Kenchreai Days 3 & 4

Day 3 was me sorting through boxes of materials from a previous excavation in the basement of the Isthmia museum. On my break, I toured the site. The theater is overgrown by grass and blocked off and the temple of Poseidon is a wee bit in ruins, but the mosaic at the Roman bath is great. Here are some shots.

This morning, there was no work...well, there was work, but it was cleaning trash, so instead, we went swimming off the site (where I climbed around on the submerged ruins) and then went to visit the Ancient Corinth museum and site. It is NICE.
The Peirene Fountain.

The theater of Corinth with Akrokorinthos in the distance.

From the Roman skene of the of the theater--Heracles and the Stymphalian birds.

Athena and Dionysos from an archaic gate.

A Roman soldier's tomb.

An infant dedication to the Askleipion.

Athena holding an owl of wisdom.

A seated donkey statue. Apuleius anyone?

The Muse of Tragedy.

Statue in the remains of the Stoa of Corinth.

The 6th century temple of Apollo with the mountain behind.

Tomorrow, we are climbing the mountain. Wish us luck.

Kenchreai Days 1 & 2

Yesterday, I began my career as a low level archaeology serf. Day 1 was spent in the Isthmia museum basement going through bags of un-inventoried sherds from the earlier excavations of the north and south moles of Kenchreai harbor. This involved finding items in the bags with some sort of value artistic or historical value and photographing them and cataloging them. I don't have pictures of the work day, though I did take pics of the Isthmia museum materials--except the lovely mosaics from Kenchreai, which I will need to shoot tomorrow. I spent Day 2 at the site weeding the grounds of the earlier excavations so that the Director could take photos. The site was an early Christian church and baptistry founded where Paul supposedly visited. Due to some technical difficulties,  I can't upload those photos until I return to the US. But I will show you some of the Isthmia museum shots (Isthmia was the site of a temple of Poseidon and one of the 4 big athletic competitions of the ancient world).
Statue of an emperor as Jupiter (2nd cent. CE) found near the the starting line of the later Stadium.

Victor's stele starring Komelios the Corinthian (2nd cent. CE).

This is the inscription on the above stele.

Prayer to the Christian god to protect the Emperor Justinian (ca. 560 CE)

Fragments of the colossal statue group of Poseidon.

Info with a sketch of the group.

I will be able to post up the images from the Kenchreai site, as I mentioned, when I get home. I will say, the beach there is lovely. I'll be heading to the Archaia Korinthos site (home of the temple of Apollo) probably Friday as well as Akrocorinth. Then I head back to Athens for a photo extravaganza.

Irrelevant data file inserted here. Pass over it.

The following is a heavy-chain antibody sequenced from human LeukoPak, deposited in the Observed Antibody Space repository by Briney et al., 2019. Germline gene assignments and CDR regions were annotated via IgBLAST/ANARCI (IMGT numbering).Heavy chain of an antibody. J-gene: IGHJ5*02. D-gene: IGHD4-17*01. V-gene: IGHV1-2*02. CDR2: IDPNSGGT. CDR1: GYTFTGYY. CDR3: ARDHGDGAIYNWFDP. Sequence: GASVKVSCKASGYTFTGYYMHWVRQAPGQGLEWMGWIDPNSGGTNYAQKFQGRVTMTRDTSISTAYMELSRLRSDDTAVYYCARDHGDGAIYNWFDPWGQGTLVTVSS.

We took a short site trip yesterday to Aigosthena (modern Porto Germeno), a small port town on the Gulf of Corinth at the intersection between the Megarid, Attica and Boeotia (excavated in the 1940s by the Austrians, we think). We spent some time exploring the site--occupied since the 6th century BCE up through medieval times--then went swimming ig the mildly chilly bay. It is a Classical citadel with long walls reaching down to the sea. The town was located between the walls on the hillside leading from the citadel to the sea. A medieval monastery was later built into the citadel and both early Christian and Byzantine churches were built in the town.
4th century fortification walls.

Entrance to the fortifications.

Walls of structures leading down to the sea.

One of two remaining tower structures on the acropolis. Shows evidence of a second floor.

The stray puppy who seems to inhabit the ruins.
Stairs to the main wall and tower.

Likely the bedroom for the monks built into the original front gate of the fortifications.

Inside one of the rooms. Is that a column drum? Or a grinding wheel?

Statue base for a bronze statue in the remains of an early Christian church located halfway between the acropolis and the sea. . The letters seems to have been erased or have been worn down by the sea air. The back is un-smoothed suggesting it was positioned, in a niche or against the wall.

A 5th century CE inscription (as determined after a 15 minute debate by a team of "experts") from a statue base incorporated as a cornerstone into the Byzantine church located on the remains of the Christian church.  

This town had a great view of the sea. 

I mean, look at that water. 

Today is a day of relaxation while tomorrow signals hard work in 100 degree heat. THe dig is wrapping up here so we will be assigned to either analyze artifacts or do some minor work on the excavation site. Looks like there is a marathon or something being run in town right now. Wow. All I want to do is sit in the shade and hide from the blazing sun.